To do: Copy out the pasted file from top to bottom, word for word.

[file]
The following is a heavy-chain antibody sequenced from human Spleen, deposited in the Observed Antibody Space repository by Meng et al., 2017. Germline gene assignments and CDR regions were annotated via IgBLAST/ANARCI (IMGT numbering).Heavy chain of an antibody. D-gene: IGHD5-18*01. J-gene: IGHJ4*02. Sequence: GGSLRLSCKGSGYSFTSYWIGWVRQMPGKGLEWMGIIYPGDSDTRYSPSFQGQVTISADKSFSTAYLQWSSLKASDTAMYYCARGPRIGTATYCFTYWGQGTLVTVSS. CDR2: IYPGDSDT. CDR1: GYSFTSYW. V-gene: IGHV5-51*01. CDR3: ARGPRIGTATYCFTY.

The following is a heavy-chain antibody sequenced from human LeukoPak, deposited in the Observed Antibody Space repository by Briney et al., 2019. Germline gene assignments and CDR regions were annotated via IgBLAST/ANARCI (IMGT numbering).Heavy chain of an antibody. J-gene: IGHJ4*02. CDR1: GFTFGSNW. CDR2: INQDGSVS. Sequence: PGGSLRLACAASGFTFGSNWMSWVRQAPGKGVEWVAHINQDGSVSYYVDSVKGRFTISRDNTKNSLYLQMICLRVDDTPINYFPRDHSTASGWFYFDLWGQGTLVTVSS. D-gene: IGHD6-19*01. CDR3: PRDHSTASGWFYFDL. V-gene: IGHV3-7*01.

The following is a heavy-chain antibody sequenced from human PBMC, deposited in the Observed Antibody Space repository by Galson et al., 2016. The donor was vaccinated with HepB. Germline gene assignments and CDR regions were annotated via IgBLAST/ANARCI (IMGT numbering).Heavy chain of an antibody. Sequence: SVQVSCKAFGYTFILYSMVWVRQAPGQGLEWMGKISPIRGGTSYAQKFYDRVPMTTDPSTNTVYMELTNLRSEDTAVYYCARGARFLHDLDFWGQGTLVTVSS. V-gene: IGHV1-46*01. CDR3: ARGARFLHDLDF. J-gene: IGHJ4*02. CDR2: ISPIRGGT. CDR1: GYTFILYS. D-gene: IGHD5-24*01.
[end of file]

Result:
The following is a heavy-chain antibody sequenced from human Spleen, deposited in the Observed Antibody Space repository by Meng et al., 2017. Germline gene assignments and CDR regions were annotated via IgBLAST/ANARCI (IMGT numbering).Heavy chain of an antibody. D-gene: IGHD5-18*01. J-gene: IGHJ4*02. Sequence: GGSLRLSCKGSGYSFTSYWIGWVRQMPGKGLEWMGIIYPGDSDTRYSPSFQGQVTISADKSFSTAYLQWSSLKASDTAMYYCARGPRIGTATYCFTYWGQGTLVTVSS. CDR2: IYPGDSDT. CDR1: GYSFTSYW. V-gene: IGHV5-51*01. CDR3: ARGPRIGTATYCFTY.

The following is a heavy-chain antibody sequenced from human LeukoPak, deposited in the Observed Antibody Space repository by Briney et al., 2019. Germline gene assignments and CDR regions were annotated via IgBLAST/ANARCI (IMGT numbering).Heavy chain of an antibody. J-gene: IGHJ4*02. CDR1: GFTFGSNW. CDR2: INQDGSVS. Sequence: PGGSLRLACAASGFTFGSNWMSWVRQAPGKGVEWVAHINQDGSVSYYVDSVKGRFTISRDNTKNSLYLQMICLRVDDTPINYFPRDHSTASGWFYFDLWGQGTLVTVSS. D-gene: IGHD6-19*01. CDR3: PRDHSTASGWFYFDL. V-gene: IGHV3-7*01.

The following is a heavy-chain antibody sequenced from human PBMC, deposited in the Observed Antibody Space repository by Galson et al., 2016. The donor was vaccinated with HepB. Germline gene assignments and CDR regions were annotated via IgBLAST/ANARCI (IMGT numbering).Heavy chain of an antibody. Sequence: SVQVSCKAFGYTFILYSMVWVRQAPGQGLEWMGKISPIRGGTSYAQKFYDRVPMTTDPSTNTVYMELTNLRSEDTAVYYCARGARFLHDLDFWGQGTLVTVSS. V-gene: IGHV1-46*01. CDR3: ARGARFLHDLDF. J-gene: IGHJ4*02. CDR2: ISPIRGGT. CDR1: GYTFILYS. D-gene: IGHD5-24*01.